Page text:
There have been some very exciting, recent biological findings involving gene editing. The CRISPR-Cas9 findings allow for the exact and purposeful changes to the genome of a cell. CRISPR stands for Clustered Regularly Interspaced Short Palindromic Repeats, and it is used in bacteria and archaea as a way to protect the bacteria from intruding genetic material. Essentially, CRISPR is used to remove a faulty gene and put another in its place. This is exciting because in humans, this technology could be used to remove extremely harmful DNA from our bodies, only to be replaced by healthy DNA. This method could then be used to cure cancer. In fact, another genome editing technology, called TALEN, was actually used to cure an 11 month old girl named Layla who had what doctors thought was an untreatable form of leukemia. Described as “biological scissors”, doctors editing genes in cells in the immune system. The new genes then hunted down the dangerous red blood cells that were putting Layla’s life at risk. What is so exciting about CRISPR, however, is that unlike TALENS, which used proteins to edit genes in a very time consuming process, CRISPR uses nucleic acids such as RNA, which are significantly easier to use. Ultimately, these findings should bring a lot of good to the world and are a promising step towards curing cancer and other dangerous diseases.Image creator unknown. https://commons.wikimedia.org/wiki/File:CRISPR-Cas9_mode_of_action.png
Tag: Crispr-Cas9 (Page 2 of 2)
CRISPR-Cas9 is an emerging technology in the field of genetics that has opened an incredible number of doors and revolutionized the field. It permanently changes the genome of cells while they are alive. CRISPR stands for Clustered Regularly Interspaced Short Palindromic Repeats. This sounds confusing but the actual technology is simple. Feng Zhang uses the analogy of proofreading a book to explain it.Let us say you are proofreading your novel and you find the phrase “twinkle twinkle big star”. Now you want to change it to “twinkle twinkle little star”. In this scenario, the words are base pairs and the change from “little” to “big” is a mutation. You can not just delete “big” or just “add” little you must do both. And that is what CRISPR does. It uses an enzyme to cut the DNA and silences that gene. It also can do the opposite and activate certain genes.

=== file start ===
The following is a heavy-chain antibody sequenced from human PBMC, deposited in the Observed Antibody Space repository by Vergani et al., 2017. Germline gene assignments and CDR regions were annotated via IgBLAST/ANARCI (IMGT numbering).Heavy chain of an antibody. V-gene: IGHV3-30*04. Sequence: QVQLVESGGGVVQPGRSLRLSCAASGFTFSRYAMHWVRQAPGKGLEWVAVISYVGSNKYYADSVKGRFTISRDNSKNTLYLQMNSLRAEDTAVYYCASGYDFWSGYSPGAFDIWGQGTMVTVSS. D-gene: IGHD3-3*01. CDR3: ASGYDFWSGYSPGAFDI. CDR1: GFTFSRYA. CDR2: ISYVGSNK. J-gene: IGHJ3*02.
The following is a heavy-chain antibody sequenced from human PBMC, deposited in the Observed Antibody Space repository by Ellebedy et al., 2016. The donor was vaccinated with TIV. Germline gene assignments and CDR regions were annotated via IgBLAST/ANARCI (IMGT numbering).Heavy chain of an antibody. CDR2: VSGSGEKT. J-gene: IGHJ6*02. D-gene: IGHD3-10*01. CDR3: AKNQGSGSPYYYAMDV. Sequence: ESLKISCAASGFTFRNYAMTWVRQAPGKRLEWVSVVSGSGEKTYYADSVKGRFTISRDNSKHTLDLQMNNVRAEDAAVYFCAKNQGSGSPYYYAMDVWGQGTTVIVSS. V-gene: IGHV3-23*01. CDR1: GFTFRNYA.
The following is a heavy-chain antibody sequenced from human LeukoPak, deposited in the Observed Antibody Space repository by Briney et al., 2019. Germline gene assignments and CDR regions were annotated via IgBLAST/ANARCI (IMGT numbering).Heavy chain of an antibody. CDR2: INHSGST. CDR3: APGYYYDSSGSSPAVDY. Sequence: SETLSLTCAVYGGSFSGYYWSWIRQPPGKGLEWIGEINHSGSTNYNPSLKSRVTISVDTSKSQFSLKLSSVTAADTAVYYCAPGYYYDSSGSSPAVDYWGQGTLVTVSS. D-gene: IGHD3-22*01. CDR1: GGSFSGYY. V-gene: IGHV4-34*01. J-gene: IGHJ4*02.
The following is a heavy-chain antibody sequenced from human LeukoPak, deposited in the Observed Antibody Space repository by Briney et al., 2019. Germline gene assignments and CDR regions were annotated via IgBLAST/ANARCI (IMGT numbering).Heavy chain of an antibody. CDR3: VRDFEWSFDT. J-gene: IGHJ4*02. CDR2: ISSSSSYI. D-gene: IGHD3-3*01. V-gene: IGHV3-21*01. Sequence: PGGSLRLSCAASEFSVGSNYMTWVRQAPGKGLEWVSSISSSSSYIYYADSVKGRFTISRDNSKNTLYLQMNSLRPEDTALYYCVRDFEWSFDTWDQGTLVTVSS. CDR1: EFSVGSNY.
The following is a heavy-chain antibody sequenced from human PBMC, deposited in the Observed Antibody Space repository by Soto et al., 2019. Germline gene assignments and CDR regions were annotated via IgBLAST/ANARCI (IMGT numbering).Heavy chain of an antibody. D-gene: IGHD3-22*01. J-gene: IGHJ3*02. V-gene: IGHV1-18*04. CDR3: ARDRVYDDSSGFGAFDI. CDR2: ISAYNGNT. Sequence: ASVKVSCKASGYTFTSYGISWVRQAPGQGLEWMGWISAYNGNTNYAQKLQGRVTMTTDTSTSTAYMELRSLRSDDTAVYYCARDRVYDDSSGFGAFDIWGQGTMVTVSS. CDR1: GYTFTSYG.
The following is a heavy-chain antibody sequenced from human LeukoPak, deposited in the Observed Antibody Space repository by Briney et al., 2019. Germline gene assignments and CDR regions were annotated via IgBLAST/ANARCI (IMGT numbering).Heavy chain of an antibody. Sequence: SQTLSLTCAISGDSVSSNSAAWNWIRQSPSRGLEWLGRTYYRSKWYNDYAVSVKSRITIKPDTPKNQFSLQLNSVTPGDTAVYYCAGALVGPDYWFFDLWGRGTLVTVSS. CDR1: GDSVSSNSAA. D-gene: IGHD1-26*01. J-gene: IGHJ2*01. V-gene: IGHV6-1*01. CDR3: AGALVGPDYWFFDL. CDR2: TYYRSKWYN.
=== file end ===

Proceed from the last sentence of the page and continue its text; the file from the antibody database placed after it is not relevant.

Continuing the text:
A diagram of how CRISPR works
This precise controls of genes have allow scientists to do research faster and cheaper. Its applications go beyond just research however. This technology can be used to treat certain genetic mutations by correcting the incorrect base pairs accurately.
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The CRISPR-Cas9 genome editing system has transformed into an even better version of itself. A new, elegant technique, coined by researches at the Broad Institute of MIT and Harvard and the McGovern Institute for Brain Research at MIT, has resolved one of the most reoccurring technical issues in genome editing.
Primarily, the CRISPR-Cas9 system works to specifically modify a cell’s DNA. CRISPR is dependent on protein Cas9, as it is specialized for cutting DNA. The DNA, at a location identified by a RNA’s sequence matching the target site, is altered by Cas9. Though it very efficient at cutting its target sites, there is a large complication in the process. Once the Cas9 is inside the cell, it can also bind and cut additional sites that are not targeted. Because of this, undesired edits are produced which can alter gene expression or kill off a gene completely. These setbacks can lead to cancer or other problems. Feng Zhang, along with his colleagues at MIT, reported that by just changing 3 out of the approximately 1,400 amino acids composing the Cas9 enzyme from S. pyogenes, a considerable reduction of “off-target editing” to undetectable levels are observed.
This newfound information was derived from studying the structure of the Cas9 protein. Since DNA is negatively charged, it binds to a positively charged groove in the Cas9 protein. The scientists predicted that by replacing some of the positively charged amino acids with a neutral charge, there would be a decrease in binding to “off target” sequences than to “on target” sequences. By mutating three amino acids, their technique proved to be successful.
The team is calling this newly-engineered enzyme “enhanced S. pyogenes Cas9” or “eSpCas9.” It’ll be particularly useful for genome editing that requires precise specificity and it is said to be available for researches worldwide.
I believe that this newfound resolution for the CRISPR-Cas9 genome editing hurtle is a huge game changer. This charge-changing approach might also be able to be used for other experiments involving RNA-guided DNA targeting enzymes. Ethical and societal concerns have also risen due to the idea of rapid and efficient genome editing. The eSpCas9 is highly beneficial in the scientific community, however there is a lot more research needed to be done in order to be used clinically.
Original article can be found here.